Cooking outdoors over a fire.

While I listened to Mr. Nuwe and asked occasional questions, I was also playing with the baby in Mrs. Nuwe’s lap beside me. Mrs. Nuwe asked if I would like to hold her. I accepted gladly, and enjoyed my first chance to cuddle a baby in several years. I think it was the highlight of the visit for me. The baby, three months old, was not the Nuwes’ child — she actually belonged to a young woman in the extended family, who looked about fifteen. I never did get the nerve to ask her age, or how she was related. But large, extended families normally live together in traditional Zimbabwe — the Nuwes’ household consisted of fourteen people, including Mr. and Mrs. Nuwe, their children (or possibly child; the toddler was introduced to me as their oldest, so I’m not sure whether any of the other kids on the premises were theirs), Mrs. Nuwe’s sister and her family, and several cousins.

After a long discourse on the culture and lifestyle of the villagers, Mr. Nuwe took me around the rest of the compound. There was a summer kitchen, with much better ventilation than the winter one, and several houses which served as bedrooms for different clusters of relatives. Outdoors, there was a washing station, and equipment for crushing dried corn into cornmeal, which they let me try. Several dogs lay around the yard, indolent in the daytime. Their job is to wake the household at night if wild animals intrude. Free-roaming chickens and guinea fowl (a native bird often kept for egg production) poked at the ground for insects.

When we were ready to leave, it was time to present my gifts. We went to the car and I handed out the goodies: to the women, bags of cornmeal and other supplies; to the children, handfuls of cookies and candy. They accepted in the traditional way, in both hands, cupped as if receiving a treasure, and with a slight bending of the knee. It made me feel like a noble distributing largesse… a feeling I was not entirely comfortable with, but there’s also something pretty special about accepting a gift reverentially, and showing that it’s important to you, and I found myself wishing we were more conscious about that kind of thing at home. We said our goodbyes, exchanging contact information “so that we will not forget you and you will not forget us.”

I won’t.

From the village, we went to the elephant sanctuary, where I met one of their herds. The sanctuary began in response to a horrifically mismanaged government culling of the wild elephant population, which cut across herds and left dozens of orphaned baby elephants. Individual rich people took them in as pets… and found that a traumatized elephant who has bonded with you is no picnic to manage. If you go away for a week, it wrecks your property searching for you — it thinks it’s lost its herd again. A determined elephant is too big to stop with, well, pretty much anything available to the private citizen. The government can’t even keep them from destroying the baobabs when food is scarce, and baobabs are among the biggest and strongest trees in the world. The individuals who had taken them in were clearly out of their depth.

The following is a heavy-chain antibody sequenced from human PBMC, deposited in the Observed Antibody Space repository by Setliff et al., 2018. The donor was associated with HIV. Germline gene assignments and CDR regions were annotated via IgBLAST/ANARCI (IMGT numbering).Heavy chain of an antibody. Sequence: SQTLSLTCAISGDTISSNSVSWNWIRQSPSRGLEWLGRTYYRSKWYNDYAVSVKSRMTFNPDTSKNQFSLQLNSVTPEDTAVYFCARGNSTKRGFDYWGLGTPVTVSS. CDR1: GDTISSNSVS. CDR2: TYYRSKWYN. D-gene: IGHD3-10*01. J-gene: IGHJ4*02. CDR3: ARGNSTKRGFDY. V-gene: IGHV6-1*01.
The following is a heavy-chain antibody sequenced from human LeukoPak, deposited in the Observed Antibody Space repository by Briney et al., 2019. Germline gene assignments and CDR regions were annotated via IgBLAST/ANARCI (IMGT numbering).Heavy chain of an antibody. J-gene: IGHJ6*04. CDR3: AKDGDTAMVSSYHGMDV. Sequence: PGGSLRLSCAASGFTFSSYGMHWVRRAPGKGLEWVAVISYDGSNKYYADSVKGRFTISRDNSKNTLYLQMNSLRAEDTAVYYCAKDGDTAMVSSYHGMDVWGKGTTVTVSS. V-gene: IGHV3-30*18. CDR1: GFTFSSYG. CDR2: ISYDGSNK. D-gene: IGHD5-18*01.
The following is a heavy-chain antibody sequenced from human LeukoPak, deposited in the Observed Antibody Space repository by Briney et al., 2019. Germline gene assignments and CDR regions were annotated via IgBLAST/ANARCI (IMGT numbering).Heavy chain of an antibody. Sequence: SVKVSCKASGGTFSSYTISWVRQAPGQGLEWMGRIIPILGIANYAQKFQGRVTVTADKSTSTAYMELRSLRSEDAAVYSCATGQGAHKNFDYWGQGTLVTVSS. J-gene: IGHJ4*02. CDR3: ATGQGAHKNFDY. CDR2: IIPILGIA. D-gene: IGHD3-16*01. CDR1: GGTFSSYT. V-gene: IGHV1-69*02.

So it was generally conceded that Zimbabwe needed a better place to care for the orphans, and Wild Horizons, the organization which runs most of the major tourist projects in Victoria Falls (including Old Drift Lodge) stepped in. They created a semi-secure environment in which the elephants are let out by day “to be elephants,” while coming in at night to be protected from the predators they never had a chance to learn, as calves, how to manage. (A normal adult elephant is nearly immune to predators, but these were not normal elephants.) Rangers tracked the herd’s progress, applied veterinary care when needed, and fed them when times were lean, since they had never had the chance to learn from their mothers and grandmothers how to find food under harsh conditions.

Slowly, they began introducing them to people — originally schoolchildren, because they hoped that teaching a younger generation about elephants and their complex social life might help prevent a similar debacle on the part of future governments. Tourists like me were added later, to help pay for the elephants’ upkeep.